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Dwight Macdonald

Sparks in the News

(11 April 1939)

From Socialist Appeal, Vol. III No. 23, 11 April 1939, p. 3.
Transcribed & marked up by Einde O’ Callaghan for the Encyclopaedia of Trotskyism On-Line (ETOL).

In discussing Guerin’s book in this column two weeks ago, I made some remarks on an article in Harper’s by Gunther Reimann, Doing Business in Germany. This article seemed to me to be trying to prove the well-worn thesis of bourgeois journalism: the business man as well as the workers gets it in the neck under Hitler. Mr. Reimann, however, writes in and protests that I “misunderstood and misinterpreted” his article.

“In general, you indicate that I do not think fascism is a class phenomenon,” he writes. “I want to state that I regard fascism as the deepest stage of capitalist decay and a class phenomenon, and that I did not say anything contrary to this opinion in that article. The decay of capitalism produces new features which have to be studied and one of these features is the destruction of the sanctity of private property and private property rights by fascism.”

I am glad Mr. Reimann is not deceived as to the nature of fascism, and I agree that its violation of private property rights is something worth much attention. But I must still maintain that an article devoted only to this point and printed in a magazine like Harper’s gives the reader who is not familiar with Mr. Reimann’s political stand in general (as I was not) the impression that he is trying to demonstrate the anti-capitalist nature of fascism. Especially when its concluding sentence is: “To Germany’s business men, harassed by the Party, dogged by State Commissars at every move, insecure, worried about present and future, the Nazi ‘economists’ can only toss the slogan ‘Live Dangerously!’”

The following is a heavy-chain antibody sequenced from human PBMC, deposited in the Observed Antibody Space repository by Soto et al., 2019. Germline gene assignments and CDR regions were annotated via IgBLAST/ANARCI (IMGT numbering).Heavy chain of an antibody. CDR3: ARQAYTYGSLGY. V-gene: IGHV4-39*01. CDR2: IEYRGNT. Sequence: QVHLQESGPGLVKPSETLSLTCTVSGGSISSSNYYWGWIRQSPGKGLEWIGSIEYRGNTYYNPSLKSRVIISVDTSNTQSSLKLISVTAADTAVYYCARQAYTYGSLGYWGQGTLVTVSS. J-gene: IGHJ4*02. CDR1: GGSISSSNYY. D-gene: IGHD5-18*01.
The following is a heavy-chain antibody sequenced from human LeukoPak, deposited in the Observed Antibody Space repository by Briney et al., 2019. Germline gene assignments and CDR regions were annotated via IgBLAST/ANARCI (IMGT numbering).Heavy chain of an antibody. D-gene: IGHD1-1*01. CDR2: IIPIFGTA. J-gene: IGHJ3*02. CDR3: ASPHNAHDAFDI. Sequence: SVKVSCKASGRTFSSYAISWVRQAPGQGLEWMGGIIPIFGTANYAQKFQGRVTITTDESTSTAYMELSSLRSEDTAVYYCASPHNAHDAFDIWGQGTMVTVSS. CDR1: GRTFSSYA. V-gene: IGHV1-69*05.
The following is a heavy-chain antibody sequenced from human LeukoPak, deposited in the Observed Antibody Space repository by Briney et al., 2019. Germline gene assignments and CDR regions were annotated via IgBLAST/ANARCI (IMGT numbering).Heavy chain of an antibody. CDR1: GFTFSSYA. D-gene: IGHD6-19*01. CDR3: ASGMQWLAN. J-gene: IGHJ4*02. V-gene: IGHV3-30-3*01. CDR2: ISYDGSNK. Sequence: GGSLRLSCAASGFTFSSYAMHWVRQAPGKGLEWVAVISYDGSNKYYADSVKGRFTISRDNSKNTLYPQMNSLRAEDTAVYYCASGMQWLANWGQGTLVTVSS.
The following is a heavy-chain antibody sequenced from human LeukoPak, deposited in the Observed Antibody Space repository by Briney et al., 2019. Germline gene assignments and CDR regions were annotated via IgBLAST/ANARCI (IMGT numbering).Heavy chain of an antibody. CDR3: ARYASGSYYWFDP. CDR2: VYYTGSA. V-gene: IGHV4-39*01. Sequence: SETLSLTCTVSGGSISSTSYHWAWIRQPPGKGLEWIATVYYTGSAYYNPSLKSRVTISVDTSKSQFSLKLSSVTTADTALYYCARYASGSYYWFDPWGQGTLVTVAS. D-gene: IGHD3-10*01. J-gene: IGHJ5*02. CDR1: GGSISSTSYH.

I am glad to be able to clear up Mr. Reimann’s position on fascism. I only wish he had made it equally clear in the pages of Harper’s.

France and the Refugees

The best news account I have read on one of the most shocking and scandalous horror stories of all time, is the recent story in Time on France’s treatment of the 450,000 Spanish refugees who fled over the Catalan border a month ago. After pointing out that the United States has offered to take in just 352 of the 450,000 and the Soviet Union has opened its gates to “only a few big Loyalist leaders” – the story gets down to the meat – and very maggoty meat it is, too. I think the details are worth quoting:

“Stuck with the refugees, French authorities adopted methods calculated to help ‘persuade’ them that they would be better off almost anywhere else. Typical rations were one loaf of bread for six men, a sack of rice for 400 men. Sanitation has been non-existent. Open latrines have been dug in the camp sand and all modesty about nature’s functions has long ago disappeared.